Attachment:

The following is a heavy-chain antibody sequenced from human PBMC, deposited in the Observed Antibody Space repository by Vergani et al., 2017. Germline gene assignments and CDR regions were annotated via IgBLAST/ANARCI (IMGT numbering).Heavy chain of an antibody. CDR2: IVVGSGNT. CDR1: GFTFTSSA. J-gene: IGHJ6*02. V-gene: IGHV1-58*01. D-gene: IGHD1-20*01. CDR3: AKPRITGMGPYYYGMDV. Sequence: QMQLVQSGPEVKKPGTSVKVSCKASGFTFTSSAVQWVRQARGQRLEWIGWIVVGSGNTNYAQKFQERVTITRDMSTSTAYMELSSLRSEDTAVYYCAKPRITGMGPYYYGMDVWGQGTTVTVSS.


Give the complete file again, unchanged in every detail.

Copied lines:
The following is a heavy-chain antibody sequenced from human PBMC, deposited in the Observed Antibody Space repository by Vergani et al., 2017. Germline gene assignments and CDR regions were annotated via IgBLAST/ANARCI (IMGT numbering).Heavy chain of an antibody. CDR2: IVVGSGNT. CDR1: GFTFTSSA. J-gene: IGHJ6*02. V-gene: IGHV1-58*01. D-gene: IGHD1-20*01. CDR3: AKPRITGMGPYYYGMDV. Sequence: QMQLVQSGPEVKKPGTSVKVSCKASGFTFTSSAVQWVRQARGQRLEWIGWIVVGSGNTNYAQKFQERVTITRDMSTSTAYMELSSLRSEDTAVYYCAKPRITGMGPYYYGMDVWGQGTTVTVSS.